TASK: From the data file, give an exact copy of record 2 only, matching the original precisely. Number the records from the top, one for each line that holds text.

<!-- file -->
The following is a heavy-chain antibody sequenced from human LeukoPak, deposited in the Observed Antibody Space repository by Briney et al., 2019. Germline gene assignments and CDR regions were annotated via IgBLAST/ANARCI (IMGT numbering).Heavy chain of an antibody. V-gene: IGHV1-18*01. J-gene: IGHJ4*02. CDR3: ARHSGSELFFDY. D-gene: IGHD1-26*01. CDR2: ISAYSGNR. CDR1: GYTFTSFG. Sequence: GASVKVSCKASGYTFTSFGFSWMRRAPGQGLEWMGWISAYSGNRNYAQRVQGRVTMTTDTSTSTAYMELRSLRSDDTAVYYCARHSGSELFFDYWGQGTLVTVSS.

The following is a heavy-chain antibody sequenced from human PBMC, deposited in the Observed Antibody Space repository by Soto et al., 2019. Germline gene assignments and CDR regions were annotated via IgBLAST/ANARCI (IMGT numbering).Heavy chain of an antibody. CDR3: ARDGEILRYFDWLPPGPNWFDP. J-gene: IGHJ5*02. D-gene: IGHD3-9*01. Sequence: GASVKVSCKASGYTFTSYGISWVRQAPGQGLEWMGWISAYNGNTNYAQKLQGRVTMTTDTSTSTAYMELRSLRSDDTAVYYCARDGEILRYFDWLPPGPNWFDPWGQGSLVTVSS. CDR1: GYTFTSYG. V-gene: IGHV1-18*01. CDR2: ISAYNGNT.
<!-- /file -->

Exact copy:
The following is a heavy-chain antibody sequenced from human PBMC, deposited in the Observed Antibody Space repository by Soto et al., 2019. Germline gene assignments and CDR regions were annotated via IgBLAST/ANARCI (IMGT numbering).Heavy chain of an antibody. CDR3: ARDGEILRYFDWLPPGPNWFDP. J-gene: IGHJ5*02. D-gene: IGHD3-9*01. Sequence: GASVKVSCKASGYTFTSYGISWVRQAPGQGLEWMGWISAYNGNTNYAQKLQGRVTMTTDTSTSTAYMELRSLRSDDTAVYYCARDGEILRYFDWLPPGPNWFDPWGQGSLVTVSS. CDR1: GYTFTSYG. V-gene: IGHV1-18*01. CDR2: ISAYNGNT.